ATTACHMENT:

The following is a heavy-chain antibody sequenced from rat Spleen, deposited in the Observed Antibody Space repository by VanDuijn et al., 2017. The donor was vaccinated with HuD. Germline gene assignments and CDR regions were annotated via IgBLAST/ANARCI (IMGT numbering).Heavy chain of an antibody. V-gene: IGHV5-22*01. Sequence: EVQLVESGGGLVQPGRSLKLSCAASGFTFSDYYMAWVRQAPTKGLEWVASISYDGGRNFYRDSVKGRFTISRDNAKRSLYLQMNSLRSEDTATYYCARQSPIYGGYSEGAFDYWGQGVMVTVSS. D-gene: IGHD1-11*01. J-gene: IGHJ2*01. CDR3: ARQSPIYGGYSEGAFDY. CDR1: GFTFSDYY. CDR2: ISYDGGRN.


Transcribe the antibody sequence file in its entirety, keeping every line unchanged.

The following is a heavy-chain antibody sequenced from rat Spleen, deposited in the Observed Antibody Space repository by VanDuijn et al., 2017. The donor was vaccinated with HuD. Germline gene assignments and CDR regions were annotated via IgBLAST/ANARCI (IMGT numbering).Heavy chain of an antibody. V-gene: IGHV5-22*01. Sequence: EVQLVESGGGLVQPGRSLKLSCAASGFTFSDYYMAWVRQAPTKGLEWVASISYDGGRNFYRDSVKGRFTISRDNAKRSLYLQMNSLRSEDTATYYCARQSPIYGGYSEGAFDYWGQGVMVTVSS. D-gene: IGHD1-11*01. J-gene: IGHJ2*01. CDR3: ARQSPIYGGYSEGAFDY. CDR1: GFTFSDYY. CDR2: ISYDGGRN.